Failure is part of entrepreneurship.
Only about a third of all new companies last a decade, according to this infographic generated Intuit, a tax preparation software company. About 6 in 10 startups last the first three years.
Despite a steep failure curve, entrepreneurship is a job-creation goliath in the U.S. economy. That’s because lots of people -- almost half a million each month in 2013 -- launched their own business. And of all new jobs generated in the U.S., 70 percent come from those upstart businesses.
So, where are these millions of startups getting the cash to give entrepreneurship a go? Most of them are saving it; 90 percent of startups are bootstrapped. While venture capitalists hold a lot of weight in tech epicenters like Silicon Valley, only 1,500 startups were funded by venture capitalists in 2013, according to the infographic. Another 50,000 got financial help from an angel investors.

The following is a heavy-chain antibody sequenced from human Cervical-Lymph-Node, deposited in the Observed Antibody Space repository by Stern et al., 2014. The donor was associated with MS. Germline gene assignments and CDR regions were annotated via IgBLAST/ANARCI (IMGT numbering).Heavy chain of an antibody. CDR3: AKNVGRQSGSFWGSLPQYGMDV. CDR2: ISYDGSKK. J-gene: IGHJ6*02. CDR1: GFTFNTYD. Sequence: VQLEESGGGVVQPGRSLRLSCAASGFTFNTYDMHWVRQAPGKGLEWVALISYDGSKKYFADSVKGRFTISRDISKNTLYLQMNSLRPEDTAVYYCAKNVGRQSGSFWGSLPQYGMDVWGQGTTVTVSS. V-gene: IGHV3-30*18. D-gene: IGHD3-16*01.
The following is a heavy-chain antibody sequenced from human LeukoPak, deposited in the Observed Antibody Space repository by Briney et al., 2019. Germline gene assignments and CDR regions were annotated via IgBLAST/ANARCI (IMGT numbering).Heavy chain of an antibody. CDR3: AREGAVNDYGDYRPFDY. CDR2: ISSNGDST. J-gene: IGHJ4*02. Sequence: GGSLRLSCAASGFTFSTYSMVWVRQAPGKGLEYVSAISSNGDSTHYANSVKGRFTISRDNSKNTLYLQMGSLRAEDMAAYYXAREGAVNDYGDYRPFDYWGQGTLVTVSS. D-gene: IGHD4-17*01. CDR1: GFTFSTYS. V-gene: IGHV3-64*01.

Have a look at the infographic below for an overview of how many Americans are starting their own businesses and how they are funding them.
And, for a bit of motivation for the big-time dreamers, there’s also data on how quickly the most successful, multi-million dollar tech startups grow just before they go public.
Copyright © 2013 Entrepreneur.com, Inc.